Booking Flights

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I don't always book the least expensive flight when I travel. Still price is a major factor. For example, there are certain airlines that I won't fly, even if it means saving $100. Nepal Airlines (formerly Royal Nepal), is an example. Some airlines just don't inspire confidence. Major carriers generally have better maintenance and on time performance. Sometimes, however, there are no alternatives. Flying in East Africa, it is hard to avoid Precision Air. What a name for an airline that is seems to never be on time. Flight cancellations are the norm, not the exception. It is quite a risk hoping to make a connection to another airline. I've had some sweaty palms because of them.

Of course, mileage programs sometimes make spending a little more a good investment. If you're going to fly 20,000 miles on a trip to India, you might as well get something in return! But so called "loyalty programs" are losing their appeal (see my previous post). 

Finding good fares used to require a lot of research. With all of the sites devoted to airfares, it has gotten pretty easy. What you find, however, is that there aren't that many secret fares to discover. It used to be that certain agencies would by a block of fares at a set discounted price. They still do, but now there are so many sales that are actually lower than those contracted fares. The big "aggregator" sites, like Kayak and Skyscanner now offer pretty much the same fares. I came across an article comparing the different sites in USA Today. It shows that there still is reason to shop around a bit.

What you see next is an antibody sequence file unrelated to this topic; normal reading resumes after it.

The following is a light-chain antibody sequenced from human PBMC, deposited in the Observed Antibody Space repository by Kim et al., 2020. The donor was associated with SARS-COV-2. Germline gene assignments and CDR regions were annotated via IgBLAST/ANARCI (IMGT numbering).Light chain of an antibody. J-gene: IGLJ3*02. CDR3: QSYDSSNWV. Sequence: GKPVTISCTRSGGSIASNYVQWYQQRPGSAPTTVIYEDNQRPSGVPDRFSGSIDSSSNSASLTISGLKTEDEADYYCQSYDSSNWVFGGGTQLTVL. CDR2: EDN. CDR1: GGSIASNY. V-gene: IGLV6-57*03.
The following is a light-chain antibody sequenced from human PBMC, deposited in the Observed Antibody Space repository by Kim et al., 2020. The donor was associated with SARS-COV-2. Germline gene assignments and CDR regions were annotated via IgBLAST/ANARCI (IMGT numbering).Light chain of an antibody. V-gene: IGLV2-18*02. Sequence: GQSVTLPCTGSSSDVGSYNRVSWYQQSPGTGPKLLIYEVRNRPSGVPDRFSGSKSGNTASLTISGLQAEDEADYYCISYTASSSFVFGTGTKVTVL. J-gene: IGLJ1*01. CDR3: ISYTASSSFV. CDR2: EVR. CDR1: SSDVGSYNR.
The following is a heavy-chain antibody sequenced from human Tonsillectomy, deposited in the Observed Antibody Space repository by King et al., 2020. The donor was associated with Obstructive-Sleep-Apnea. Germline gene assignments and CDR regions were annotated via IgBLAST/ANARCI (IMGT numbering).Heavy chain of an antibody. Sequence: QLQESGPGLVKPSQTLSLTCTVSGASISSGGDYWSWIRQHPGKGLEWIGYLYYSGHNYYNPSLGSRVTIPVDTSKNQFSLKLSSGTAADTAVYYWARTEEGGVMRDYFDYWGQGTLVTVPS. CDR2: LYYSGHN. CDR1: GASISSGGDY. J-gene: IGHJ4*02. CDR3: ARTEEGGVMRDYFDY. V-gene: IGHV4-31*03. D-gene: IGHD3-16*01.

Recently I met with a representative of STA Travel, the well-known student travel agency. They have both contract fares and published fares. They say they can get you the lowest published fares, but also make availble a wide range of unpublished "contract" fares. There are some great perks that you can't find on the large commercial sites. We have always recommended them for anyone who wants a flexible return date. They can offer you a ticket from what they call their "Blue Fares" with only a $75 change fee or a $100 cancellation fee. Compare this with your typical low cost fare where your ticket might be non-refundable if you change your plans, or the change fee is substantially higher.  It definitely can be worth paying a few dollars more to have this flexibility. Obviously, if you know your exact dates, and are willing to risk that nothing will come up to change your plans, these fares might not be your best choice. What would I do? I'd search for my lowest fare, then contact STA to see if they have one of these "Blue Fares" that might serve me better and if not, see if they can match the fare I found.y Kevin O'Neill


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